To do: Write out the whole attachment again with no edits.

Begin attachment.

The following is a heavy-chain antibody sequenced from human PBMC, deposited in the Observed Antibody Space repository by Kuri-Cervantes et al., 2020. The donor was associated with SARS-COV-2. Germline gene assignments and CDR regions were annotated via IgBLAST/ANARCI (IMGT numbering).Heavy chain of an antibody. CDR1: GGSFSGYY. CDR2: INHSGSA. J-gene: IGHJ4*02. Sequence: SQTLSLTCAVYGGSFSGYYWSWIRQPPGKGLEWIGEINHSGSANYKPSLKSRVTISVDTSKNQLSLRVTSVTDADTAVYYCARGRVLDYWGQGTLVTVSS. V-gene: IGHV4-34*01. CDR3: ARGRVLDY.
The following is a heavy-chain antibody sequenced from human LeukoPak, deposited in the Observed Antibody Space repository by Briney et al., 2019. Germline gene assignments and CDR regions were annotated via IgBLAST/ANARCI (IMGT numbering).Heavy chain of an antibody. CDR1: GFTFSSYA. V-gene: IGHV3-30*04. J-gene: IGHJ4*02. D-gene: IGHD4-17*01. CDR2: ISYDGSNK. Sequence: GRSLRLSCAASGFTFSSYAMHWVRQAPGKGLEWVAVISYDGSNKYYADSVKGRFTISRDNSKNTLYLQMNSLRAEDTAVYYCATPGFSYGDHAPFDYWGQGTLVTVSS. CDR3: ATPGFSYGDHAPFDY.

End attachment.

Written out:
The following is a heavy-chain antibody sequenced from human PBMC, deposited in the Observed Antibody Space repository by Kuri-Cervantes et al., 2020. The donor was associated with SARS-COV-2. Germline gene assignments and CDR regions were annotated via IgBLAST/ANARCI (IMGT numbering).Heavy chain of an antibody. CDR1: GGSFSGYY. CDR2: INHSGSA. J-gene: IGHJ4*02. Sequence: SQTLSLTCAVYGGSFSGYYWSWIRQPPGKGLEWIGEINHSGSANYKPSLKSRVTISVDTSKNQLSLRVTSVTDADTAVYYCARGRVLDYWGQGTLVTVSS. V-gene: IGHV4-34*01. CDR3: ARGRVLDY.
The following is a heavy-chain antibody sequenced from human LeukoPak, deposited in the Observed Antibody Space repository by Briney et al., 2019. Germline gene assignments and CDR regions were annotated via IgBLAST/ANARCI (IMGT numbering).Heavy chain of an antibody. CDR1: GFTFSSYA. V-gene: IGHV3-30*04. J-gene: IGHJ4*02. D-gene: IGHD4-17*01. CDR2: ISYDGSNK. Sequence: GRSLRLSCAASGFTFSSYAMHWVRQAPGKGLEWVAVISYDGSNKYYADSVKGRFTISRDNSKNTLYLQMNSLRAEDTAVYYCATPGFSYGDHAPFDYWGQGTLVTVSS. CDR3: ATPGFSYGDHAPFDY.